In the not too distant past, datacenter investments in the region were centered around the three main hubs of East Asia, being Japan, Hong Kong and Singapore. Just as operators may be forced to bypass Hong Kong in favor of Taiwan or the Philippines, now if they need to mitigate the additional risks of the South China Sea, it will be natural to reroute their submarine cables as well as datacenters to around the eastern edge of the Sea, through the Philippines, Indonesia and Brunei, or Vietnam and Thailand around the western edge.

With such geopolitical factors, along with demands driven by domestic and regional digital demands from smart cities, cloud adoption, digital commerce, 5G and so on, these economies are experiencing a tremendous boom in datacenter constructions. According to its own government, the Philippines ranks second in Southeast Asia in datacenter market growth, with Manila having a CAGR of 14.2 percent, just below Vietnam’s 14.5 percent. The datacenter market of the country as a whole will reach 11.4 percent by 2026, with investments of over USD535 million.Telstra, Australia’s incumbent telecom operator, even flatly states that “Asian connectivity has traditionally focused on the hubs of Hong Kong, Singapore and Japan but now is increasingly moving to Taiwan, the Philippines, Korea and Australia."

As for Taiwan, which has already been very successful in recent years attracting OTT (over-the-top, that is, content or application service providers) players to invest in large-scale datacenter on the island, such as Google, Meta and Microsoft, will continue to see rapid growth in its datacenter market, estimated to grow at 23.6 percent over the next five years, reaching USD4.47 billion.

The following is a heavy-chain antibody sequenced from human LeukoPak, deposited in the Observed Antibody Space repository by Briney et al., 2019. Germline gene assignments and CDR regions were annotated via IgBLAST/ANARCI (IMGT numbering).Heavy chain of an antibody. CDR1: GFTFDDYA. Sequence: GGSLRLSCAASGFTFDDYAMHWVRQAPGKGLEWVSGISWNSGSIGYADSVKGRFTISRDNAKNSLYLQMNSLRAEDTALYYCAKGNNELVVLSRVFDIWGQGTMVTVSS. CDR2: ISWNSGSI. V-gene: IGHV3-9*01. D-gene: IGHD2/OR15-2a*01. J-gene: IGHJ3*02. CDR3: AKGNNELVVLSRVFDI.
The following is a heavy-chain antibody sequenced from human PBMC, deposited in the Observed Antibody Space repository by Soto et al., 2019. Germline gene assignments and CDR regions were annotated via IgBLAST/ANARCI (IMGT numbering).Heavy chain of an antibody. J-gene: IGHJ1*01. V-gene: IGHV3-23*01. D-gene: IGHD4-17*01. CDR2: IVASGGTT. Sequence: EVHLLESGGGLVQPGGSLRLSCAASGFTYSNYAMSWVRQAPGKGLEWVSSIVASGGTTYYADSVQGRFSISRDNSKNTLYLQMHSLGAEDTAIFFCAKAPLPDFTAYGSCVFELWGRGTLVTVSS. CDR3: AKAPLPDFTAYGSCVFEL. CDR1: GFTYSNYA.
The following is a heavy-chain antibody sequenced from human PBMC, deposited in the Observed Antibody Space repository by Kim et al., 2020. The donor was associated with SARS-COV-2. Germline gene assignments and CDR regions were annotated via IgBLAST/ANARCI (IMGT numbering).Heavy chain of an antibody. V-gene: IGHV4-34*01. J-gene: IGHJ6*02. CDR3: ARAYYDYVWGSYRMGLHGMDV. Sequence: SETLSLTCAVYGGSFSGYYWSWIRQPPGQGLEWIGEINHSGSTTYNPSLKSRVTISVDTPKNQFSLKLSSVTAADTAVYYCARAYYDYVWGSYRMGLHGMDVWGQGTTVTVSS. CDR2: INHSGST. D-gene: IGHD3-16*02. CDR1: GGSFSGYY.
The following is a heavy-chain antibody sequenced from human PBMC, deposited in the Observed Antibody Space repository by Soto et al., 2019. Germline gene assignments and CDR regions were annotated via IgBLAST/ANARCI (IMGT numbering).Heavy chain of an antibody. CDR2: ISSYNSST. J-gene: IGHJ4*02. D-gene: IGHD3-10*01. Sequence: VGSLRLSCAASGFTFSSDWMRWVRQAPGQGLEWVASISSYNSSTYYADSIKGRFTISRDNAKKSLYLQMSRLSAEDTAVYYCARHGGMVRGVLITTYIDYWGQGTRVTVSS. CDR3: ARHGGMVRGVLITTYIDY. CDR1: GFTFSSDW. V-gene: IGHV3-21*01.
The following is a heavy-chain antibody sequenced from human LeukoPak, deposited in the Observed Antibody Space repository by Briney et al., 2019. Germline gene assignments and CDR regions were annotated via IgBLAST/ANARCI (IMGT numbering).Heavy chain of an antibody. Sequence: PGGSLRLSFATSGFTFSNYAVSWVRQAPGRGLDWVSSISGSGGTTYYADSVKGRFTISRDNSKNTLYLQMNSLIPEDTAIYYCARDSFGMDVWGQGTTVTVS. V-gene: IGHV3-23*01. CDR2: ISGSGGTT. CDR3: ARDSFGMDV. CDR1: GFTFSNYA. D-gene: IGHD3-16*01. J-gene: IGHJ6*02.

Data trade and digital economy agreements can align geopolitical and economic interests

In April, Canada, Japan, South Korea, the Philippines, Singapore, Taiwan (Chinese Taipei) and the U.S. jointly established the Global Cross-Border Privacy Rules (CBPR) Forum, pledging to promote interoperability and bridge regulatory differences on data and privacy protection, and to establish an international certification system to support free flow of data across borders.While some of these countries or economies may have individual bilateral agreements among themselves and with others in, for example, Europe, the clear trend is for these agreements to be more multilateral and cover more jurisdictions in order for potentially more uniform rules to be established.

On a broader level, the Indo-Pacific Economic Framework (IPEF), proposed by U.S. President Biden during his recent trip to Asia, also put digital trade at a high priority, being mentioned first in the first of four pillars in the proposal. Indeed, the White House cited in its declaration that the partners “will pursue high-standard rules of the road in the digital economy, including standards on cross-border data flows and data localisation,” pledging to “benefit from the region’s rapidly growing e-commerce sector, while addressing issues such as online privacy and discriminatory and unethical use of artificial intelligence.” The thirteen initial members are the U.S., Japan, India, South Korea, Australia, Indonesia, Thailand, Singapore, Malaysia, the Philippines, Vietnam, New Zealand and Brunei — comprising of the countries around the South China Sea. Taiwan, which is not included in the IPEF, most likely will be involved in some other ways, as the U.S. and Taiwan have just stepped up its bilateral trade talks, in parallel of the IPEF efforts.